On Thursday, Putin vowed to seize the Russian assets of international businesses that have suspended or closed their operations in the country — companies ranging from McDonald’s to Ikea — using “legal solutions”.

Ukrainian officials described the situation faced by civilians trapped in Mariupol, which has been subjected to a remorseless bombardment, as particularly dire.

Residents have no heat or phone service and have been confined for days in freezing shelters, with food and water supplies running out. Bodies have been buried in mass graves. Deputy prime minister Iryna Vereshchuk said more than 1,300 people had so far died in the 10-day siege of the city.

“They have a clear order to hold Mariupol hostage, to mock it, to constantly bomb and shell it,” Ukrainian president Volodymyr Zelensky said in a video address. He accused the Russians of staging a tank attack in an area where there was supposed to be a humanitarian corridor out of Mariupol.

In an update on Friday morning, Ukraine’s military said it had been “repelling and holding back” Russian forces making no significant advances from its frontline position.

Britain’s defence ministry noted that persistent logistical issues were still hampering Russia’s military and that Moscow was likely “to reset and reposture its forces for renewed offensive activity in coming days”.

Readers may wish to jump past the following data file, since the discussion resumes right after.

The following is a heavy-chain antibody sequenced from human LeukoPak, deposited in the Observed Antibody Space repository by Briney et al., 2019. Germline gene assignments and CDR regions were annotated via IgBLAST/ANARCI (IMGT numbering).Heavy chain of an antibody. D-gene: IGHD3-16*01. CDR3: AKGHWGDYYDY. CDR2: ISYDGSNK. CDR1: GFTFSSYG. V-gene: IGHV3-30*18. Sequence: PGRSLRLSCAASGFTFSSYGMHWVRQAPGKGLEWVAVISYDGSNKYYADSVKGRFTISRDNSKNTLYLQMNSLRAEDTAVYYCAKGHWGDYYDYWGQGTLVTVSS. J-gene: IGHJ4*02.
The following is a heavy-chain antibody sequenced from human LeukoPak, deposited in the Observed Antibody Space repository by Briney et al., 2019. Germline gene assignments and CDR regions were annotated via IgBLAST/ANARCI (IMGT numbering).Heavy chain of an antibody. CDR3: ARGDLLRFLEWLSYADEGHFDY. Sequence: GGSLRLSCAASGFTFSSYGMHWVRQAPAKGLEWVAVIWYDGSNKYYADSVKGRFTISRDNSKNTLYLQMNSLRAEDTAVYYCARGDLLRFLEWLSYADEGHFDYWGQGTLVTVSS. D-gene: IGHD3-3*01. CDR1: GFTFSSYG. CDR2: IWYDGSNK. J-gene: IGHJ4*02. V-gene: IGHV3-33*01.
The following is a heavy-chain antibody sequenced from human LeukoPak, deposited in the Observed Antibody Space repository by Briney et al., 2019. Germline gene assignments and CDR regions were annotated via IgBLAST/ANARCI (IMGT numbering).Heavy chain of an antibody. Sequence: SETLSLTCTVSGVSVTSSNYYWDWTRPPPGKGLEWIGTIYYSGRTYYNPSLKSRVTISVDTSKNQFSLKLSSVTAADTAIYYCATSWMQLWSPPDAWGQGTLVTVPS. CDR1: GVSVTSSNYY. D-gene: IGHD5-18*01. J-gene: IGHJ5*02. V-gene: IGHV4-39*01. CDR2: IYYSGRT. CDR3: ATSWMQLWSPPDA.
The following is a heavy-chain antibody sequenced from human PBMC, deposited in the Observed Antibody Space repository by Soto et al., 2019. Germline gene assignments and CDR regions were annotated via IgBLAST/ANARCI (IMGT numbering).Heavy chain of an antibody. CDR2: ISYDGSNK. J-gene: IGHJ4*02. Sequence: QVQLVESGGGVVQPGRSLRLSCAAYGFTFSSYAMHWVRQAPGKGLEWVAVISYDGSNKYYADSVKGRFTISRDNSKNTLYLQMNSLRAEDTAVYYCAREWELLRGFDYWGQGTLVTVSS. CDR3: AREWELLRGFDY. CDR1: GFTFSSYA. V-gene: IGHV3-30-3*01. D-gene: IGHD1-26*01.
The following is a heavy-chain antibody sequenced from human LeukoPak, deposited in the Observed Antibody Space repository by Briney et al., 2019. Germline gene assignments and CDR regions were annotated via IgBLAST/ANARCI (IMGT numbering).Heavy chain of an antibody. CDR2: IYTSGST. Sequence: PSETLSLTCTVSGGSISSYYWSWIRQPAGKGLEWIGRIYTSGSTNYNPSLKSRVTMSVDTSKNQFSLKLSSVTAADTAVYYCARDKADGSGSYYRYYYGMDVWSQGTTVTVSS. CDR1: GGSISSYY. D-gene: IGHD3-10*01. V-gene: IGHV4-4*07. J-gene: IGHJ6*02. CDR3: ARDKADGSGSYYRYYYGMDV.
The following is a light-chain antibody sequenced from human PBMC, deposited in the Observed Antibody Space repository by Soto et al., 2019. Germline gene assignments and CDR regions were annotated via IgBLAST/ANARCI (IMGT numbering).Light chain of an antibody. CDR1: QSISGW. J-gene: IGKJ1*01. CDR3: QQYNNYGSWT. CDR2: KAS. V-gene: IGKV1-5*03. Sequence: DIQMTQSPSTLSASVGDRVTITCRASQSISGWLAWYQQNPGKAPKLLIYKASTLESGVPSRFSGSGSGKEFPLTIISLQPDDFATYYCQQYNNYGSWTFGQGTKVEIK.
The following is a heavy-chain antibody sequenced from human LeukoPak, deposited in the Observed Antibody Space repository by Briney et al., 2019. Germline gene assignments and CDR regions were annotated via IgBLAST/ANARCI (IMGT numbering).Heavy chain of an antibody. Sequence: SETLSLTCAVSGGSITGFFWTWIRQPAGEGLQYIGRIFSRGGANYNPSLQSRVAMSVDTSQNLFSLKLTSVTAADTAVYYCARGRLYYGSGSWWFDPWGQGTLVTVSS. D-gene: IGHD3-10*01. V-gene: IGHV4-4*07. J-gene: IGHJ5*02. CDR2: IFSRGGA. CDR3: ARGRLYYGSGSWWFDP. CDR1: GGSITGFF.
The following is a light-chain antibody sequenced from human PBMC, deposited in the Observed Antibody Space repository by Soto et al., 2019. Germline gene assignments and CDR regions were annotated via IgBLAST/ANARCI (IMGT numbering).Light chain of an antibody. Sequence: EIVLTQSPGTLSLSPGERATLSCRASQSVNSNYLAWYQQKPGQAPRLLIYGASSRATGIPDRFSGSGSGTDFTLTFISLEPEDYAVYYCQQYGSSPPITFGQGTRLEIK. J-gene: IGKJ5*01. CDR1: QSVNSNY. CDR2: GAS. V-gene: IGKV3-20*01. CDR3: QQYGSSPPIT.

Western defence advisors said they believed the massive column north of Kyiv had split in two parts, making it harder to attack. One column, thought to be made up of the elite 1st Tanks Guard army, had now dispersed into the woods and countryside around the capital in preparation for an assault, they said.

The Russian defence ministry announced that Russian forces had taken control of Volnovakha, a besieged town in south-eastern Ukraine. The ministry also announced that its forces had launched rocket attacks that had disabled military airfields in Lutsk and Ivano-Frankivsk in western Ukraine and were advancing on Mariupol.

As Russia’s offensive has faltered around Kyiv and Kharkiv, Ukraine’s biggest cities, Moscow’s repeated claims over chemical and biological weapons programmes in Ukraine have raised western concerns Putin may resort to the use of unconventional weapons.

In his late-night address, Zelensky described Moscow’s claims as a smokescreen to justify it deploying ever more inhuman weapons, asking Putin: “What else have you prepared for us?”

“Allegedly, we are preparing a chemical attack,” he said in the address. “This makes me really worried, because we’ve been repeatedly convinced: if you want to know Russia’s plans, look at what Russia accuses others of [doing].”

A senior US defence official said there were no American biological weapons labs in Ukraine “or anywhere else in the world”, adding that Washington spent $200mn in Ukraine to “eliminate the remnants” of an illegal Soviet-era biological weapons programme.

As the west continued to tighten sanctions against Russia, the US Senate on Thursday evening approved a $13.6bn spending package that includes $6.5bn dedicated to defence. The bill will now pass to US president Joe Biden to sign into law.

Adjusted for inflation, the support exceeds the landmark $400mn package the US provided Greece and Turkey in 1947. That move marked the start of US cold war policy in Europe and, two years later, the foundation of Nato.

Additional reporting by Erika Solomon in Berlin, Aime Williams in Washington, John Paul Rathbone in London and Victor Mallet in Paris